mid the debate about television stealing the film industry’s thunder, another entertainment form has crept up unnoticed, further threatening Hollywood’s creative hegemony: video games. With a new, much more powerful generation of games consoles poised to arrive – Microsoft’s Xbox One goes on sale on Friday, with Sony’s PlayStation 4 due a week later – the games companies reckon they finally have the ammunition to shake off the perception that their digital epics are inferior to movies.
I’m in a place that could not reinforce that impression more emphatically: the historic Ealing studios, where classics such as The Lavender Hill Mob and The Ladykillers were filmed. But I’m here to experience the process of making a video game called Ryse: Son of Rome, an epic tale charting the Roman conquest of Britain, which will be a launch title for the Xbox One. And the studio is nowadays home to The Imaginarium, an outfit co-founded by Andy Serkis, who – as Gollum in The Lord of the Rings – is perhaps the world’s leading exponent of performance-capture, in which every nuance of an actor’s performance (specifically movement, voice and facial expressions) is recorded and mapped on to a video game character.
Serkis says: “There was probably a time when people in the games industry wanted to emulate films, but now it’s very much the other way around: the technology is driven by video games. So, for instance, virtual production, pre-vis, many of the tools we use in the film industry have come out of the games industry.” Peter Gornstein, global cinematic director at Ryse: Son of Rome developer Crytek, argues that the sheer power contained within the Xbox One finally allows what techies call the “uncanny valley” – the idea that, in computer-generated realism, little details that are slightly off render proceedings creepily unrealistic – to be bridged: “That has been a big problem with games in the past. But what we can do now, in real-time, is produce imagery and emotional experiences within a game, at a level where the uncanny valley is left far behind.”Intrepidly, I don a tight, grey, reflector-studded motion-capture suit, grab a sword and shield made of plastic rods covered in DayGlo tape, and enact some gladiatorial combat with a stuntman. What’s stunning is that it involves merely a couple of minutes moving different parts of my body. On a monitor by the stage, I can see my movements driving those of a Roman in full armour.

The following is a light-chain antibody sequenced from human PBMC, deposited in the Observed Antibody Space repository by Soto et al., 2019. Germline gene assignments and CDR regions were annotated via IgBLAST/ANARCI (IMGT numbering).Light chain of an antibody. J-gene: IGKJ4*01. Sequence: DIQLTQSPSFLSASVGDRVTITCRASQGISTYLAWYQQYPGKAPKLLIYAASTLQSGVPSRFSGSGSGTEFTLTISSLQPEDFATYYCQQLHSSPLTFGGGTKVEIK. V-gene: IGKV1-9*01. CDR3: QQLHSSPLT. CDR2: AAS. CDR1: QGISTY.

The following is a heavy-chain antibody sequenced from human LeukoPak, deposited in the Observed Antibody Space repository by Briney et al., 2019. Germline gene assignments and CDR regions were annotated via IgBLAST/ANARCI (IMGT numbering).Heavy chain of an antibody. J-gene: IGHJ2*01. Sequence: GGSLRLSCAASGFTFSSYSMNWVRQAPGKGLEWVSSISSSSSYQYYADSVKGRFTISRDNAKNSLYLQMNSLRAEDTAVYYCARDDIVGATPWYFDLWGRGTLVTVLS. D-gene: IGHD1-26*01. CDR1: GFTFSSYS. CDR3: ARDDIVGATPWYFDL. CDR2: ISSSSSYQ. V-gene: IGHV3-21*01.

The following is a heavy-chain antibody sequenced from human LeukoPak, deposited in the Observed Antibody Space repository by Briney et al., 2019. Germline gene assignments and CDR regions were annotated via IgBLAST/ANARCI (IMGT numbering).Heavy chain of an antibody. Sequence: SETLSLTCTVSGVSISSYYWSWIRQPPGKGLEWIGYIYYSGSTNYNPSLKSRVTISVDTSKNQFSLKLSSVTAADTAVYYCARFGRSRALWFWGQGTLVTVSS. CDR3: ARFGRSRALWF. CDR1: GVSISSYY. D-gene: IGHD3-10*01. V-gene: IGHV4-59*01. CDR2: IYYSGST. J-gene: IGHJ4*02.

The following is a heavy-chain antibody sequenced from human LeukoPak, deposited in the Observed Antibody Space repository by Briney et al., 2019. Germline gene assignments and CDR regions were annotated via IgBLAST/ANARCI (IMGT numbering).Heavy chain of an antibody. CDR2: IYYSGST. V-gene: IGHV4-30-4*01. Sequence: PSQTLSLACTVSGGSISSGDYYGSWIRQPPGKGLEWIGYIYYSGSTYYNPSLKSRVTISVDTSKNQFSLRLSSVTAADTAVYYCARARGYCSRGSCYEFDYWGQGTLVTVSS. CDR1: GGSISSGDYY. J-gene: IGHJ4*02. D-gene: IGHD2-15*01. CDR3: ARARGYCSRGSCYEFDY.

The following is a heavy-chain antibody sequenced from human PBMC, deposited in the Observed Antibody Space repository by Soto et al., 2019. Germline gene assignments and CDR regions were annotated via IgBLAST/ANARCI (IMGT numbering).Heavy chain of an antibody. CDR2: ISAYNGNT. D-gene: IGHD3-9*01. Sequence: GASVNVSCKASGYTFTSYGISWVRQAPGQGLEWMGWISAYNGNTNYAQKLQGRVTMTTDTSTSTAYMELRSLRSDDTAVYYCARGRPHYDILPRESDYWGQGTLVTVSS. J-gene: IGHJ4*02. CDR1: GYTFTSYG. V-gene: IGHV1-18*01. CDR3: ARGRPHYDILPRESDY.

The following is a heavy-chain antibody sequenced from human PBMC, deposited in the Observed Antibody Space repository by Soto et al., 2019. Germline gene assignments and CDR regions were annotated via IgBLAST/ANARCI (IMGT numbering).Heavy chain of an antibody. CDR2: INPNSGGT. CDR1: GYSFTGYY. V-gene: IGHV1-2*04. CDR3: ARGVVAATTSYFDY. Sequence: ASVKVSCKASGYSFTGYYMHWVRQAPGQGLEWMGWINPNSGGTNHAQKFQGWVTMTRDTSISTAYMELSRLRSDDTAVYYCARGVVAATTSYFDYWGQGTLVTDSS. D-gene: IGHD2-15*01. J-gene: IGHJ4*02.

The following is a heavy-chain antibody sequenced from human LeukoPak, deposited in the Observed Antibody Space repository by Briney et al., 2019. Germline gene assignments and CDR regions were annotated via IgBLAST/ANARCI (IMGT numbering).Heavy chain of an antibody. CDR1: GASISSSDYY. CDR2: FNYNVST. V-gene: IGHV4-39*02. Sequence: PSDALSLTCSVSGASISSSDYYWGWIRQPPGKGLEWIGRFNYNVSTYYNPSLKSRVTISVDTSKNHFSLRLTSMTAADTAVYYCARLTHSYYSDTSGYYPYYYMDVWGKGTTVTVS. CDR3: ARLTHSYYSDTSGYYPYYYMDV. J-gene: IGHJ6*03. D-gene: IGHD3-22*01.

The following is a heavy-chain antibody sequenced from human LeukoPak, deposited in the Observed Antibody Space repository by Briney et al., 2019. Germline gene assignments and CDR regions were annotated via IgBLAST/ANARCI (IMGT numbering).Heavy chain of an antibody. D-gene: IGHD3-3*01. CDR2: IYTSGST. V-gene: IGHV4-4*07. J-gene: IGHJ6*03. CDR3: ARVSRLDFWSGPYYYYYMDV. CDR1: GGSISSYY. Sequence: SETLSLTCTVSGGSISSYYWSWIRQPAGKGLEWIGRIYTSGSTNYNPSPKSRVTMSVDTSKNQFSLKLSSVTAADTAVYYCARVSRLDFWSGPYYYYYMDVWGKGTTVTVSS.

Apart from accidentally connecting with the stuntman, sadly my movements aren’t sufficiently macho and emphatic to pass muster convincingly. I quiz actor John Hopkins (familiar to devotees of Midsomer Murders and the RSC), who plays the game’s heroic lead, for tips about moving like a Roman: “They put about 10kg of weightbelts on our chests to simulate the feeling of wearing armour, which shifts your centre of gravity and makes your shoulders rotate while you’re walking.” Hopkins enjoyed the process. There are cameras at every angle, “so a five-minute scene with eight actors, which would take a day or two to shoot conventionally, can be done in five minutes. It becomes a much more theatrical experience.” To emphasise that point, The Imaginarium shot 93 minutes’-worth of performance in just 17 days.
Serkis is in no way abandoning film: The Imaginarium, for example, is preparing to make the movie version of Animal Farm. But he believes that video games have finally shrugged off any inferiority complex: “I was listening to Classic FM this morningand the third top-ranked piece of music created uproar, because it was from a video game. It just goes to show where convergence is at. Video game technology and video games are acknowledged by Bafta now, and are rightly getting credit for what they are, which is extraordinary pieces of art.”